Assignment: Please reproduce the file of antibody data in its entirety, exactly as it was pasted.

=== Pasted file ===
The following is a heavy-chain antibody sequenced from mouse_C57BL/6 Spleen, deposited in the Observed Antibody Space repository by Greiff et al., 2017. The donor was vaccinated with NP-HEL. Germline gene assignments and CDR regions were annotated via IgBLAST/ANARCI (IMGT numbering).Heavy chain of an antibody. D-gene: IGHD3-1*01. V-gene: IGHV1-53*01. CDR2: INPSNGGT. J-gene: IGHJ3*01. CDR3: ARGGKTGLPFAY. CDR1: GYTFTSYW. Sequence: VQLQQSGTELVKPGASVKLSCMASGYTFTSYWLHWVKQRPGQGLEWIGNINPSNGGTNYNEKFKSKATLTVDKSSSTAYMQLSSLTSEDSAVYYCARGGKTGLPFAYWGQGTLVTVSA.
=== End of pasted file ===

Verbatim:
The following is a heavy-chain antibody sequenced from mouse_C57BL/6 Spleen, deposited in the Observed Antibody Space repository by Greiff et al., 2017. The donor was vaccinated with NP-HEL. Germline gene assignments and CDR regions were annotated via IgBLAST/ANARCI (IMGT numbering).Heavy chain of an antibody. D-gene: IGHD3-1*01. V-gene: IGHV1-53*01. CDR2: INPSNGGT. J-gene: IGHJ3*01. CDR3: ARGGKTGLPFAY. CDR1: GYTFTSYW. Sequence: VQLQQSGTELVKPGASVKLSCMASGYTFTSYWLHWVKQRPGQGLEWIGNINPSNGGTNYNEKFKSKATLTVDKSSSTAYMQLSSLTSEDSAVYYCARGGKTGLPFAYWGQGTLVTVSA.